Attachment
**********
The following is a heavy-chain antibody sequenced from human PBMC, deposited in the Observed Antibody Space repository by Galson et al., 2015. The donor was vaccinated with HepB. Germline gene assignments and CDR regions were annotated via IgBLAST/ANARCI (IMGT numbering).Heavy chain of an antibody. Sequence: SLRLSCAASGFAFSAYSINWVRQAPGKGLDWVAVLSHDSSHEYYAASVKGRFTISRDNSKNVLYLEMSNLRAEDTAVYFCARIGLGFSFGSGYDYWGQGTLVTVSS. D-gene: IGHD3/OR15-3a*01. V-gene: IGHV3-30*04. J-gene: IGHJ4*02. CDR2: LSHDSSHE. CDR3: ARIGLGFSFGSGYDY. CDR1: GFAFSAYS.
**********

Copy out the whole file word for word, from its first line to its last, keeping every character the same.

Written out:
The following is a heavy-chain antibody sequenced from human PBMC, deposited in the Observed Antibody Space repository by Galson et al., 2015. The donor was vaccinated with HepB. Germline gene assignments and CDR regions were annotated via IgBLAST/ANARCI (IMGT numbering).Heavy chain of an antibody. Sequence: SLRLSCAASGFAFSAYSINWVRQAPGKGLDWVAVLSHDSSHEYYAASVKGRFTISRDNSKNVLYLEMSNLRAEDTAVYFCARIGLGFSFGSGYDYWGQGTLVTVSS. D-gene: IGHD3/OR15-3a*01. V-gene: IGHV3-30*04. J-gene: IGHJ4*02. CDR2: LSHDSSHE. CDR3: ARIGLGFSFGSGYDY. CDR1: GFAFSAYS.